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Battles lines being drawn in abortion fight

With Murphy gone, all bets are off

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In the battle over abortion rights, Sonny Perdue's victory last fall didn't mean half as much as Tom Murphy's defeat. For almost 30 years, Murphy, as Georgia's House speaker, kept off the floor any bills that would have restricted a woman's right to choose.

Thanks to Murphy, Georgia has been an anomaly among Southern states. But now that he's been evicted, the plight of abortion rights fall to the next speaker, Rep. Terry Coleman. As speaker, Coleman is an unknown quantity; abortion-related bills that never saw the light of day under Murphy likely could be debated on the floor of the General Assembly, and, at most, could change forever the abortion landscape in Georgia.

Lawmakers like Rep. Bobby Franklin, R-Marietta, are more than happy to oblige. Franklin is the author of the session's most inflammatory anti-abortion bill, one that would require that pregnant mothers obtain "death warrants" from a judge before having an abortion. Franklin's HB 1 doesn't stand a chance of passing, but a number of other abortion limits do.

Georgia legislators and lobbyists need only look at what's worked in other states before crafting their own bills. The South is full of examples, most of which are likely to pass muster in the 11th Circuit Court of Appeals, says Emory Law School professor David Garrow, who has written extensively about the Roe decision.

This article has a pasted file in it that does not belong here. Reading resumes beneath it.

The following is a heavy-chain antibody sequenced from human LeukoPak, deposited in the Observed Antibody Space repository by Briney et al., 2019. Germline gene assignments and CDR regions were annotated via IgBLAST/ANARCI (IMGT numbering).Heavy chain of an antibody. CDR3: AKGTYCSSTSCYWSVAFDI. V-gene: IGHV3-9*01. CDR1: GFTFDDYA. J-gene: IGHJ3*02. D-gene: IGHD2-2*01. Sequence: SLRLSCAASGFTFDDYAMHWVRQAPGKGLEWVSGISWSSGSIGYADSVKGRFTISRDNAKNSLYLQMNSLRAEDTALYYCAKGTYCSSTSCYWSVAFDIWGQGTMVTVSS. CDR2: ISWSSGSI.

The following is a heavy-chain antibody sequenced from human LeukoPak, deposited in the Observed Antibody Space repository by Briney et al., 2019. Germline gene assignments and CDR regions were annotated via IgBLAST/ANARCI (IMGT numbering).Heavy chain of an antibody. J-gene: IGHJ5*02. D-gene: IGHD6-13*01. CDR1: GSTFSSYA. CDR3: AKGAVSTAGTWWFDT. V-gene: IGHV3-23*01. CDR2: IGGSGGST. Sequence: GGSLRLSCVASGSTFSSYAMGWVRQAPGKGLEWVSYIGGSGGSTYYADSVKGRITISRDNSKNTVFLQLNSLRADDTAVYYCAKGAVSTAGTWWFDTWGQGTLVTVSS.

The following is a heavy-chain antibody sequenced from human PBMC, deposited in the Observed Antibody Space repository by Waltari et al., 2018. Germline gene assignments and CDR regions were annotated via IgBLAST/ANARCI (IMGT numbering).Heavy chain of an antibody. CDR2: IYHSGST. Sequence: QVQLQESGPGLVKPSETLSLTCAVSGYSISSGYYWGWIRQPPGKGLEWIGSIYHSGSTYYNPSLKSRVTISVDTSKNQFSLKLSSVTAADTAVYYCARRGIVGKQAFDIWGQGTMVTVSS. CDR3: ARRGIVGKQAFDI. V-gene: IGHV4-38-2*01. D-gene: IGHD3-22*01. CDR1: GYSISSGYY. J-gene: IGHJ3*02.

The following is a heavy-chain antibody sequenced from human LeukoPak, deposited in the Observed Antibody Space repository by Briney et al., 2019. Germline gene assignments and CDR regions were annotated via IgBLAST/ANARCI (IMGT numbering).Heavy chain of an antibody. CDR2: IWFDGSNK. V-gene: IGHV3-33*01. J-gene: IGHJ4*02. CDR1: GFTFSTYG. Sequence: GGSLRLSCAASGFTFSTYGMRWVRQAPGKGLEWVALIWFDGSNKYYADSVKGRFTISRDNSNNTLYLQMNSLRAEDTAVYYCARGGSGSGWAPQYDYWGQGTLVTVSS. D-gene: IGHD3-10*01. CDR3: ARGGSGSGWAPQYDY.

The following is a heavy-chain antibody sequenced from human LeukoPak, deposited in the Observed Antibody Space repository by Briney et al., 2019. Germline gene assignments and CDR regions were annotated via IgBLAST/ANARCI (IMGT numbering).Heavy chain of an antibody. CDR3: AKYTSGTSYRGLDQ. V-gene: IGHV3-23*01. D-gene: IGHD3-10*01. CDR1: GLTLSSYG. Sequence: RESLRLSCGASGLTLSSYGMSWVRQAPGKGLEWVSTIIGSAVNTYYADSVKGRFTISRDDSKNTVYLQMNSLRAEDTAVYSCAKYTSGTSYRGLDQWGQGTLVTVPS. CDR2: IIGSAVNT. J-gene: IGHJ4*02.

Here's a look at the bills likely to come up:

Informed consent and waiting periods

Rep. Len Walker, R-Loganville, already pre-filed a so-called "woman's right to know" bill. In states such as Arkansas, it's not enough for a counselor to explain the abortion procedure to a patient -- as is acceptable in Georgia. In Arkansas, at least 24 hours before the operation, a physician or physician's agent must go through a list of state-prescribed steps including telling the woman that the child's father must pay child support if she carries the pregnancy to term and that she can view state-provided materials that include pictures or drawings of the fetus at different stages of pregnancy.

In Arkansas, informed consent also involves a 24-hour waiting period. Walker's bill does the same and includes many of Arkansas' restrictions.

The rhetoric behind such bills suggests abortion clinics hoodwink women into abortions, don't tell them much about the procedure or any possible emotional impact. Truth is, clinics in Georgia must follow state Department of Human Resources guidelines that govern every surgical procedure performed in any type of clinic.

Critics say "informed consent" laws place additional financial and emotional burdens on pregnant women, especially those who have to travel long distances to a clinic, because they must spend an additional night on hotel accommodations and miss more work.